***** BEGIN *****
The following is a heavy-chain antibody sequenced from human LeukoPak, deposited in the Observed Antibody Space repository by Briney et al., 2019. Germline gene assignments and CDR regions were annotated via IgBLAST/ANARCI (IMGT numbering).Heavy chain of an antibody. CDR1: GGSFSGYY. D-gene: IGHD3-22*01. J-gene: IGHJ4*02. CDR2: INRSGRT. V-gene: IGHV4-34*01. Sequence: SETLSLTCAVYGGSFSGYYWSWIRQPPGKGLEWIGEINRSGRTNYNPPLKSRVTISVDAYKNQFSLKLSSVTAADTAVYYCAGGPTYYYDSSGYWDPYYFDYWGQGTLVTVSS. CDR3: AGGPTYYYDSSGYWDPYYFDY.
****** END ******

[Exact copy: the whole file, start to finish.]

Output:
The following is a heavy-chain antibody sequenced from human LeukoPak, deposited in the Observed Antibody Space repository by Briney et al., 2019. Germline gene assignments and CDR regions were annotated via IgBLAST/ANARCI (IMGT numbering).Heavy chain of an antibody. CDR1: GGSFSGYY. D-gene: IGHD3-22*01. J-gene: IGHJ4*02. CDR2: INRSGRT. V-gene: IGHV4-34*01. Sequence: SETLSLTCAVYGGSFSGYYWSWIRQPPGKGLEWIGEINRSGRTNYNPPLKSRVTISVDAYKNQFSLKLSSVTAADTAVYYCAGGPTYYYDSSGYWDPYYFDYWGQGTLVTVSS. CDR3: AGGPTYYYDSSGYWDPYYFDY.